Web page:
There is as yet no explanation, whether a single cause or a number of factors, for what might be causing this significant rise in strandings of both live and dead animals, although one curious clue is "the number of carcasses which had washed ashore with tail fluke/fins apparently cut away".
In other IWDG news, the group recently announced the receipt of £2,000 (€2,400) core funding support from Scottish-based veterinary X-ray firm BCF Technology Ltd, which funds a number of charities through its BCF Foundation.
As previously reported on Afloat.ie, fears are mounting of an illegal cull of marine wildlife in the area after a seal and a dolphin were found dead from gunshot wounds within a day of two seals being discovered with similar wounds.
All four animals were found along the same stretch of Tramore Beach late last month.
A spokesperson for the Irish Seal Sanctuacy pointed the finger at an illegal cull allegedly carried out by local fishermen.
The Irish Wildlife Trust has welcomed the Garda investigation into the incidents, and has called on the public to report any relevant information they may have.
The Galway Bay Hotel will be the site for the main conference sessions, while workshops will also be held at the Galway-Mayo Institute of Technology (GMIT).
This year's gathering is being held under the theme 'Communication: Information and Ideas Worth Sharing'. Participants will be exploring communication between marine mammals as well as between marine scientists, and between scientists and the public.
As Ireland's Wildlife reports, the conference "offers a offers a great opportunity to find out more about whales and dolphins, their conservation, the cetacean research being carried out in Europe and to meet the researchers who are working to uncover the mysteries of these most enigmatic of creatures."
Registration is now open for the two-day event. For full details of the conference programme, venues and booking information, visit the European Cetacean Society Conference micro site HERE.
IWDG co-ordinator Dr Simon Berrow confirmed a total of 160 strandings reported by year's end.
"This is by far the highest total for the number of stranding records and the third highest total for sighting records since the IWDG recording schemes were established in 1991," he said.
The 2011 record compares to a figure of 92 stranded cetaceans in 2010 - a number much lower than previous years.
Dr Berrow explained to BBC News: "The figures for 2010 were very low, and, we think, this was due to the easterly winds that year. But now we are back up to the kind of level we expect."
Stranding records in 2011 were characterised by a very high peak of common dolphin strandings during February and a high number of porpoise strandings during the winter.
Meanwhile, Dr Berrow considered the latest sightings record "very impressive" given the exceptionally poor sea conditions during autumn and winter.
More than 1,500 whale and dolphin sightings were made in 2011 around the entire coastline of Ireland despite the bad weather.
Dr Simon Berrow of the Irish Whale and Dolphin Group confirmed that reports had been received of a bottlenose whale on White Strand in Co Clare, a pilot whale on Fintra Beach in Co Donegal and a dolphin in Silverstrand, Co Galway - all found dead.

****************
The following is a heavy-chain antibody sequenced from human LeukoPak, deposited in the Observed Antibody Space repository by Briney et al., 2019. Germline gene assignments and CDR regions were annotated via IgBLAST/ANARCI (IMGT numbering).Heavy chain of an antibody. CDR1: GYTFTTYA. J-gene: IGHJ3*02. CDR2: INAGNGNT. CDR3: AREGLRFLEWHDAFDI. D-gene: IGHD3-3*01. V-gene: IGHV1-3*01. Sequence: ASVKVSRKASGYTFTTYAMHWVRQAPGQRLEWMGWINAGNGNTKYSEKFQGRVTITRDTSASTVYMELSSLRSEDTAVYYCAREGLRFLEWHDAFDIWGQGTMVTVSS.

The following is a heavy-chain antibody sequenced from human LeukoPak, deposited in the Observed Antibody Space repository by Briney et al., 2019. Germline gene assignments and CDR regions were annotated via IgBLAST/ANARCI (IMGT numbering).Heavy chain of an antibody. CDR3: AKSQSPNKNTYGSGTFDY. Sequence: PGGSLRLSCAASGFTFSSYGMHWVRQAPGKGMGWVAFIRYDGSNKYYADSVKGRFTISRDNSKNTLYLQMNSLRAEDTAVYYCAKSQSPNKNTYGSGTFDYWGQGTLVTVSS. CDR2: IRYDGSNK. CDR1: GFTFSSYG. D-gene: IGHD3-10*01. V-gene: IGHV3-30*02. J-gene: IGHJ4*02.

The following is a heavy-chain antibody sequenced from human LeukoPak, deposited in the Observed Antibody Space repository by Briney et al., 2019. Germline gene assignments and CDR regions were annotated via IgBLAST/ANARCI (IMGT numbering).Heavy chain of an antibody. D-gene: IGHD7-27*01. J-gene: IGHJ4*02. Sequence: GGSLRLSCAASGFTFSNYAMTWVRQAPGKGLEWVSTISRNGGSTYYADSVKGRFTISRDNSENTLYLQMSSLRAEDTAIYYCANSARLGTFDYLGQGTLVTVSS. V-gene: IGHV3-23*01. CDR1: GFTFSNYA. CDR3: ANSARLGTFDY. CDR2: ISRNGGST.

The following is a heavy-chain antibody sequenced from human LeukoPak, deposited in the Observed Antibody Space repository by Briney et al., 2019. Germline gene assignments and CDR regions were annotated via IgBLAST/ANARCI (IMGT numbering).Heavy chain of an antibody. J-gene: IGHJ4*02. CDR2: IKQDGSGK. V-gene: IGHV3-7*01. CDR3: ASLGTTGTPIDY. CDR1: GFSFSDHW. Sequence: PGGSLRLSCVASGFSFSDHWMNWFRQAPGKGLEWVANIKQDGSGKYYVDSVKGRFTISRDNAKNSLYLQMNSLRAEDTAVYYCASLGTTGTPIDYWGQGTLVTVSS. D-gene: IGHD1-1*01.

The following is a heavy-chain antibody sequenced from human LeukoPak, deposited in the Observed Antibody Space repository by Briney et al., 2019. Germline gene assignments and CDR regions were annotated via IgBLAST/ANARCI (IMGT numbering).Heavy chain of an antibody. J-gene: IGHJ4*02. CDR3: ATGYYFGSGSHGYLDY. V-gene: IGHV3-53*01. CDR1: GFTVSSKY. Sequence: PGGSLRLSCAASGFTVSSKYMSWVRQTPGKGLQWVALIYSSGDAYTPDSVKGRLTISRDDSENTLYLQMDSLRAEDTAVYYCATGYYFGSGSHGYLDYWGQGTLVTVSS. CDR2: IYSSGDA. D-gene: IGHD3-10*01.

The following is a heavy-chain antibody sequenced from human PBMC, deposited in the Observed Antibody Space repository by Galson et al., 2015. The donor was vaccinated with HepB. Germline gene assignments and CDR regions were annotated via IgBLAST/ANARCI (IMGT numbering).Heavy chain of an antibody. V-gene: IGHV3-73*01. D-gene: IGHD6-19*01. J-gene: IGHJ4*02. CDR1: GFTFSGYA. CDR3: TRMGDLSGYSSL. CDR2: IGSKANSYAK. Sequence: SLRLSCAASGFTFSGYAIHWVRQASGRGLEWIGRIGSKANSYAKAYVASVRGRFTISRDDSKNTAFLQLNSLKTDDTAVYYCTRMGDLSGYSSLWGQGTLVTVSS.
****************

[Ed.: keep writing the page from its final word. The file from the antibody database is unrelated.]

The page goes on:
The latest find was a male sperm whale stranded on Omey Island in Co Galway, shed of its skin and with a broken lower jaw.
"Chances are it died offshore and got washed in with the wind," said Berrow.
The IWDG said such strandings were relatively common, although as reported on Afloat.ie earlier this year there has been growing concern over the rising number of dolphin deaths along the south coast in particular.
#MARINE WILDLIFE - They were thought to have disappeared from the east coast in October after delighting wildlife enthusiasts in Dublin and Wicklow.
But concerns that one of the group had died were swept side when the pod of three bottlenose dolphins was once again spotted off Killiney recently.
The Wicklow People reports that the two adults and one juvenile reappeared almost two weeks ago, and have been seen daily "putting on great displays of leaping, breaching, and tail slapping".
Fears were that tragedy had befallen the group when two bottlenoses were seen off Skerries and Balbriggan in late October, and a juvenile was found dead in Portmarnock shortly after.
As previously reported on Afloat.ie, some 200 sightings of the dolphins between Dalkey Island and Wicklow town in recent months were validated by the Irish Whale and Dolphin Group (IWDG).
According to the IWDG, evidence suggests that the pod is now resident off the east coast.
The Wicklow People has more on the story HERE.
#MARINE WILDLIFE - Some 46 reports of stranded whales and dolphins in Northern Ireland are among the thousands recorded across the UK over the last six years, according to BBC News.
A new study co-ordinated by the Zoological Socoety of London (ZSL) shows that some 3,500 cetaceans were stranded on the British coastline between 2005 and 2010.
Though year-on-year figures have fallen overall, is presumed that many more strandings have gone undetected.
Many were found to have died of disease or starvation – particular harbour dolphins.
The public is being encouraged to report stranded marine mammals to help create a more accurate picture.
BBC News has more on the story HERE.